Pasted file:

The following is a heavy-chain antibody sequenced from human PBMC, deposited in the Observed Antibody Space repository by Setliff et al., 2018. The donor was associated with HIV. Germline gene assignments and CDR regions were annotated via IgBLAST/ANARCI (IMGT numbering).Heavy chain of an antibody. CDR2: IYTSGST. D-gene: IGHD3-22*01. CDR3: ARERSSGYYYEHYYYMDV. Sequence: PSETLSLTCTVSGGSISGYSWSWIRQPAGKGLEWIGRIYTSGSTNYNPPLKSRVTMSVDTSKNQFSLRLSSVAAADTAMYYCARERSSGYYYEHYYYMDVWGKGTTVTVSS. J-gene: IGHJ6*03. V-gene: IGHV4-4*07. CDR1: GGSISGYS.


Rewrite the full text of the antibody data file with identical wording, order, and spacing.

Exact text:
The following is a heavy-chain antibody sequenced from human PBMC, deposited in the Observed Antibody Space repository by Setliff et al., 2018. The donor was associated with HIV. Germline gene assignments and CDR regions were annotated via IgBLAST/ANARCI (IMGT numbering).Heavy chain of an antibody. CDR2: IYTSGST. D-gene: IGHD3-22*01. CDR3: ARERSSGYYYEHYYYMDV. Sequence: PSETLSLTCTVSGGSISGYSWSWIRQPAGKGLEWIGRIYTSGSTNYNPPLKSRVTMSVDTSKNQFSLRLSSVAAADTAMYYCARERSSGYYYEHYYYMDVWGKGTTVTVSS. J-gene: IGHJ6*03. V-gene: IGHV4-4*07. CDR1: GGSISGYS.